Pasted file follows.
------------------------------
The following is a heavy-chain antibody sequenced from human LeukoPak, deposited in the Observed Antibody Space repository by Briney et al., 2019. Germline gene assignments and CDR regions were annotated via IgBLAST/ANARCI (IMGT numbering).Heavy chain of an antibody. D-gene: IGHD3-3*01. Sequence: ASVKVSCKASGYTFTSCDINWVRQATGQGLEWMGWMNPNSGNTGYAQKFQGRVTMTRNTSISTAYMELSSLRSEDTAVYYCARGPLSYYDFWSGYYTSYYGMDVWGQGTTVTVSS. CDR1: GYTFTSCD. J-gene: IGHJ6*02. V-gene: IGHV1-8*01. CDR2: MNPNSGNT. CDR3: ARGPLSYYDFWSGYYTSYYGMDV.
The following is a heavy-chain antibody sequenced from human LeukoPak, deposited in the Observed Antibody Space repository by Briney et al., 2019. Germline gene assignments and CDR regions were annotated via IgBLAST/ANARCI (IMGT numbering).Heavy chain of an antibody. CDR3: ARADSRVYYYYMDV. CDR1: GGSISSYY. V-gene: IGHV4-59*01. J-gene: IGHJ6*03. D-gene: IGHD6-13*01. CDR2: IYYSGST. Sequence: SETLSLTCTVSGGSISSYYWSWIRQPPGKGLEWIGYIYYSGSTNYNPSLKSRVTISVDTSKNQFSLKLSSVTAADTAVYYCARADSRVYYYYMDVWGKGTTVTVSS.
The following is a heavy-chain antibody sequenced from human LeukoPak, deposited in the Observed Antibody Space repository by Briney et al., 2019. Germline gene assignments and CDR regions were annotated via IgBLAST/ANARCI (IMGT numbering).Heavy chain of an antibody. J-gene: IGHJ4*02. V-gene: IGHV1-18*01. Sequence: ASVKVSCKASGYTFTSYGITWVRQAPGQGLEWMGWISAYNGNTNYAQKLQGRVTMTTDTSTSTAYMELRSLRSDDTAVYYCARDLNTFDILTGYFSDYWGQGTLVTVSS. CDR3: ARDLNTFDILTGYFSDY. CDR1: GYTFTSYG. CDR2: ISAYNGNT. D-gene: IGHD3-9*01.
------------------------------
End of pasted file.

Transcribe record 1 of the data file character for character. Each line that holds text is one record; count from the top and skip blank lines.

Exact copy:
The following is a heavy-chain antibody sequenced from human LeukoPak, deposited in the Observed Antibody Space repository by Briney et al., 2019. Germline gene assignments and CDR regions were annotated via IgBLAST/ANARCI (IMGT numbering).Heavy chain of an antibody. D-gene: IGHD3-3*01. Sequence: ASVKVSCKASGYTFTSCDINWVRQATGQGLEWMGWMNPNSGNTGYAQKFQGRVTMTRNTSISTAYMELSSLRSEDTAVYYCARGPLSYYDFWSGYYTSYYGMDVWGQGTTVTVSS. CDR1: GYTFTSCD. J-gene: IGHJ6*02. V-gene: IGHV1-8*01. CDR2: MNPNSGNT. CDR3: ARGPLSYYDFWSGYYTSYYGMDV.